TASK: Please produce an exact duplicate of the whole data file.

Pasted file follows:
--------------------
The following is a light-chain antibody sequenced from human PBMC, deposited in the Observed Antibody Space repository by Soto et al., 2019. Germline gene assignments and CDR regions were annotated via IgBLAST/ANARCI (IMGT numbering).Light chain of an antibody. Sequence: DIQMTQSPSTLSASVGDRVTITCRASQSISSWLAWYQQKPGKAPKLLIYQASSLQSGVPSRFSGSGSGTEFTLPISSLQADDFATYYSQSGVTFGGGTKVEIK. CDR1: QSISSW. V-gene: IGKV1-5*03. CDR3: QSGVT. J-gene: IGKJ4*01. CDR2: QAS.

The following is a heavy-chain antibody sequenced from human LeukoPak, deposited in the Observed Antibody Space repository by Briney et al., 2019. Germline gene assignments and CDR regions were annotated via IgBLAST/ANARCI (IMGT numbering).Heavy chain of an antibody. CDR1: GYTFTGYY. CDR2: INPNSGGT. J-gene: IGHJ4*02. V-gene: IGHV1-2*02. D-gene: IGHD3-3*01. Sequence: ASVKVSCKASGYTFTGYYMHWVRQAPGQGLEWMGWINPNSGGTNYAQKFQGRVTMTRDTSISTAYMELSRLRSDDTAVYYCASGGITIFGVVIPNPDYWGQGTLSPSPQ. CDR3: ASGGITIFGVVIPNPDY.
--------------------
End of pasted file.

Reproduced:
The following is a light-chain antibody sequenced from human PBMC, deposited in the Observed Antibody Space repository by Soto et al., 2019. Germline gene assignments and CDR regions were annotated via IgBLAST/ANARCI (IMGT numbering).Light chain of an antibody. Sequence: DIQMTQSPSTLSASVGDRVTITCRASQSISSWLAWYQQKPGKAPKLLIYQASSLQSGVPSRFSGSGSGTEFTLPISSLQADDFATYYSQSGVTFGGGTKVEIK. CDR1: QSISSW. V-gene: IGKV1-5*03. CDR3: QSGVT. J-gene: IGKJ4*01. CDR2: QAS.

The following is a heavy-chain antibody sequenced from human LeukoPak, deposited in the Observed Antibody Space repository by Briney et al., 2019. Germline gene assignments and CDR regions were annotated via IgBLAST/ANARCI (IMGT numbering).Heavy chain of an antibody. CDR1: GYTFTGYY. CDR2: INPNSGGT. J-gene: IGHJ4*02. V-gene: IGHV1-2*02. D-gene: IGHD3-3*01. Sequence: ASVKVSCKASGYTFTGYYMHWVRQAPGQGLEWMGWINPNSGGTNYAQKFQGRVTMTRDTSISTAYMELSRLRSDDTAVYYCASGGITIFGVVIPNPDYWGQGTLSPSPQ. CDR3: ASGGITIFGVVIPNPDY.